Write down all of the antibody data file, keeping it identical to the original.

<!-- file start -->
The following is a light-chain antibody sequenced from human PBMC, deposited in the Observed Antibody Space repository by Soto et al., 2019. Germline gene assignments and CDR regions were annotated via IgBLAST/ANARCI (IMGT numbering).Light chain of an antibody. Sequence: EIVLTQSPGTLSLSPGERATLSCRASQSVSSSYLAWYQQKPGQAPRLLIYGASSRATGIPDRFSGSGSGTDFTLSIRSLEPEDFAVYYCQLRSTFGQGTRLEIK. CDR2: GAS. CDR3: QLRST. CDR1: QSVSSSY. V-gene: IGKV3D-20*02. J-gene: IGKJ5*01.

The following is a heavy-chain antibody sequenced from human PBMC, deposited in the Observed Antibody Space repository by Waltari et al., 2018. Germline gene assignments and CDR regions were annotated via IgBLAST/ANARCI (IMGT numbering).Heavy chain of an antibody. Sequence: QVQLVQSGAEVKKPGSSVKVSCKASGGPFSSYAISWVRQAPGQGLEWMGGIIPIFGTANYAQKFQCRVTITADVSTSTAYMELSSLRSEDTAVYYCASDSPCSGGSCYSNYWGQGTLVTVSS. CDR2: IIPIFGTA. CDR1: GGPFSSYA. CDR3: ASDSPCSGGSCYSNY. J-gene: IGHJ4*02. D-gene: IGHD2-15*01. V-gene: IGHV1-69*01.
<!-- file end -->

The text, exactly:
The following is a light-chain antibody sequenced from human PBMC, deposited in the Observed Antibody Space repository by Soto et al., 2019. Germline gene assignments and CDR regions were annotated via IgBLAST/ANARCI (IMGT numbering).Light chain of an antibody. Sequence: EIVLTQSPGTLSLSPGERATLSCRASQSVSSSYLAWYQQKPGQAPRLLIYGASSRATGIPDRFSGSGSGTDFTLSIRSLEPEDFAVYYCQLRSTFGQGTRLEIK. CDR2: GAS. CDR3: QLRST. CDR1: QSVSSSY. V-gene: IGKV3D-20*02. J-gene: IGKJ5*01.

The following is a heavy-chain antibody sequenced from human PBMC, deposited in the Observed Antibody Space repository by Waltari et al., 2018. Germline gene assignments and CDR regions were annotated via IgBLAST/ANARCI (IMGT numbering).Heavy chain of an antibody. Sequence: QVQLVQSGAEVKKPGSSVKVSCKASGGPFSSYAISWVRQAPGQGLEWMGGIIPIFGTANYAQKFQCRVTITADVSTSTAYMELSSLRSEDTAVYYCASDSPCSGGSCYSNYWGQGTLVTVSS. CDR2: IIPIFGTA. CDR1: GGPFSSYA. CDR3: ASDSPCSGGSCYSNY. J-gene: IGHJ4*02. D-gene: IGHD2-15*01. V-gene: IGHV1-69*01.